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IDSEMUG 1440 - Sissle, Blake and the Minstrel Tradition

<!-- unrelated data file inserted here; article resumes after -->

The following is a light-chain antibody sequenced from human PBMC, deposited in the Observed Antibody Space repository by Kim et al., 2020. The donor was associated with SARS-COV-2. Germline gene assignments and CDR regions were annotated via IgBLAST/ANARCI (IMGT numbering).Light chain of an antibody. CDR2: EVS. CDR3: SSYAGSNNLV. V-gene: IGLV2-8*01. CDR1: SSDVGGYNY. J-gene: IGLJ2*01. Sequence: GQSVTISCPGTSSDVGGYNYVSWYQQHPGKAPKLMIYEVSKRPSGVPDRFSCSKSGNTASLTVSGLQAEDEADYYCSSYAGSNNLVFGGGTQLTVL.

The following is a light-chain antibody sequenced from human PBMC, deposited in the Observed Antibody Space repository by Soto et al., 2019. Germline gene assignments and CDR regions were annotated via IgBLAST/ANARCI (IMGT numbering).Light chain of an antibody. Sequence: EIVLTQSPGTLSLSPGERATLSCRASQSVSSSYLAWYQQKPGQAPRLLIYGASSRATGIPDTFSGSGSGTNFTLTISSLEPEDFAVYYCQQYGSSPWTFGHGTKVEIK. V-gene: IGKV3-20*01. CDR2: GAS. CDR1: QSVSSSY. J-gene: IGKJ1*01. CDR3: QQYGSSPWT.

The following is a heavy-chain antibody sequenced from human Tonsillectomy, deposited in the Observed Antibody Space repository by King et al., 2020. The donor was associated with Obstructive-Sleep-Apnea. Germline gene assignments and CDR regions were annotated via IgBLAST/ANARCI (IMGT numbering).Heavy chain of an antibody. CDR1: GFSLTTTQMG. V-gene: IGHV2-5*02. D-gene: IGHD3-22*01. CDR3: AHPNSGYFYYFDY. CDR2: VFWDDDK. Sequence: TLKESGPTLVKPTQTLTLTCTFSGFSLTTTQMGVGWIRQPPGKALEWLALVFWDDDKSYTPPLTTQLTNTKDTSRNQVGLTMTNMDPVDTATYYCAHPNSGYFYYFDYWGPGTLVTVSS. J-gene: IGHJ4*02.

This course will explore the conflicting ideologies apparent in the works of Noble Sissle and James Hubert “Eubie” Blake. Famed for such hit musicals as “Shuffle Along” and “Chocolate Dandies,” Sissle and Blake formed one of the most successful musical theatre collaborations of the 1920’s. Their work draws strongly on the minstrel tradition in African American theatre, and attempts to subvert many of its conventions. It may be argued that their commercial success had the opposite effect, and served to update and modernize the very conventions that they sought to destroy. We will examine the effect of Sissle and Blake’s oeuvre on musical theatre in general and African American musicals in particular. Readings may include excerpts from Black Musical Theatre: From Coontown to Dreamgirls by Allen Woll, Black Drama by Loften Mitchell; Terrible Honesty by Mary Douglas, Blacks in Blackface by Henry T. Sampson, Reminiscing with Sissle and Blake by Robert Kimball, and Lost Sounds: Blacks and the Birth of the Recording Industry 1890-1919 by Tim Brooks. Archival sound and film footage will be utilized along with such works as Spike Lee’s film Bamboozled. Class Notes: Course meets during the last seven weeks only. First Class: March 24; Last Class: May 5. Add Consent: Department Consent Required.
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